Boston Quattro 1264-T01 review
This multi-node server packs a massive rack processing density and at a shade under £10,000, it's a highly cost effective alternative to blade servers.
Power and SATA interfaces for each node are routed through to an extension bar on the side of their case. As you slide the node into place, this mates with the chassis backplane allowing the node to receive power and hard disk storage.
Each node has its own embedded RMM and provides remote management via a dedicated network port
The front of the system is packed out with 24 hot-swap SFF hard disk bays. These are separated into four groups on the backplane so each node is allotted six dedicated drives. RAID options are good as the Intel C602 chipset supports mirrors, stripes and RAID-5 arrays.
The rack brackets on each side of the drive bays incorporate illuminated power buttons for each node. These are accompanied by UID LEDs for visual identification plus network and temperature warning lights.
All internal cooling is handled by four large fans located between the drive backplane and nodes. These all run no matter how many nodes are fired up and they aren't hot-swappable so the entire system will need shutting down to replace a failed unit.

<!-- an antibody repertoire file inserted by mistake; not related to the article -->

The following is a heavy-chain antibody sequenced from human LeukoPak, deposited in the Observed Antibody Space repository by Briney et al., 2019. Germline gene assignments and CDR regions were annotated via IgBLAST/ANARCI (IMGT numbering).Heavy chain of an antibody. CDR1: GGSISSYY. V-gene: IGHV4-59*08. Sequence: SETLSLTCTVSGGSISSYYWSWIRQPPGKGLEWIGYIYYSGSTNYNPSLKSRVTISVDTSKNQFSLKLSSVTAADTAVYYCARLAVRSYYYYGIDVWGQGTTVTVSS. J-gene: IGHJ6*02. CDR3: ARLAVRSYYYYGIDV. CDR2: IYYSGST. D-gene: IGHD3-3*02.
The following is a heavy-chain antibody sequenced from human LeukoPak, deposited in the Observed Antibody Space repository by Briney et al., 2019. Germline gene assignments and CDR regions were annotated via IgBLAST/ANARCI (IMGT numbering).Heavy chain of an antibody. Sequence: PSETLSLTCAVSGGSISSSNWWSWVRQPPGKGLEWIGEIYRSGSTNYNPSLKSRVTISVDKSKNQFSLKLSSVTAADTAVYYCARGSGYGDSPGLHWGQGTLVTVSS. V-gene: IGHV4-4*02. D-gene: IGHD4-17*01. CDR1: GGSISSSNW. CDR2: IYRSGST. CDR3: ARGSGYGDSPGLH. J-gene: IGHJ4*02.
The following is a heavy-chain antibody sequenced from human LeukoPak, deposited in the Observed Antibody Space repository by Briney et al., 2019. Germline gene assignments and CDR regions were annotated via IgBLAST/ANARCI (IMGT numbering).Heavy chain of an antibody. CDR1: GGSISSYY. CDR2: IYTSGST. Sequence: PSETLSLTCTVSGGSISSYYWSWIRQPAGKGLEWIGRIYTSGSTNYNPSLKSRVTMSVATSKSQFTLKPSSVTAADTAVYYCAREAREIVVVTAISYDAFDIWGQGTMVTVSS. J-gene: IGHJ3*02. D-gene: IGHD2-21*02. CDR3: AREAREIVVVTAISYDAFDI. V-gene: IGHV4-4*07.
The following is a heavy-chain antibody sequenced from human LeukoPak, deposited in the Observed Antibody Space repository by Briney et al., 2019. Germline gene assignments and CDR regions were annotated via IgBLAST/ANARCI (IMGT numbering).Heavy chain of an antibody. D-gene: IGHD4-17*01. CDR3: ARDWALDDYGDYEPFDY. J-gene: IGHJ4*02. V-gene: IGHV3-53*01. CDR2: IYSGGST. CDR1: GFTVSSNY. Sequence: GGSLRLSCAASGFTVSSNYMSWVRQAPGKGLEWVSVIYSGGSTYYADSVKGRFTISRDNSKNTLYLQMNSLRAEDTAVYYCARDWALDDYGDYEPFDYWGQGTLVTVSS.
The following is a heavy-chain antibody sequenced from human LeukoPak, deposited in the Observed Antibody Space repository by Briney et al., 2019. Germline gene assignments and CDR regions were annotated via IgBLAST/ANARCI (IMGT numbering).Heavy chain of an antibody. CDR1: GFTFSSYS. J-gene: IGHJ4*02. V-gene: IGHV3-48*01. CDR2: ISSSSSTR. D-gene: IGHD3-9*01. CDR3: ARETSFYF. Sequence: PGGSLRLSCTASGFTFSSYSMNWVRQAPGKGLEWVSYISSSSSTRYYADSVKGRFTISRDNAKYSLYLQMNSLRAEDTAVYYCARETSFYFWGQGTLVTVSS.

The RMM interface allows you to monitor critical components and set up SNMP and email warnings
Power is handled by a pair of 1620W hot-plug supplies mounted in the centre of the chassis and their combined output is shared across all nodes. The Quattro may have a meaty specification but we found it to be quite frugal in the department.
To test power consumption, we hooked the Quattro up to our inline power meter. With each node loaded with Windows Server 2008 R2 and idling along we saw one, two, three and four nodes draw a total of 121W, 178W, 265W and 300W.
Using the Sisoft Sandra benchmarking app to push the CPUs to maximum load on each node we saw power peak at 314W, 553W, 792W and 1040W respectively. This compares extremely well with Dell's PowerEdge C6220 as its quartet of nodes and their E5-2670 Xeons pulled a noticeably higher 1242W under full load.
Full remote control is a standard feature and came in very handy when we ran our combined power tests
In This Article
How to scale your organisation in the cloud
How to overcome common scaling challenges and choose the right scalable cloud serviceDownload now
The people factor: A critical ingredient for intelligent communications
How to improve communication within your businessDownload now
Future of video conferencing
Optimising video conferencing features to achieve business goalsDownload now
Improving cyber security for remote working
13 recommendations for security from any locationDownload now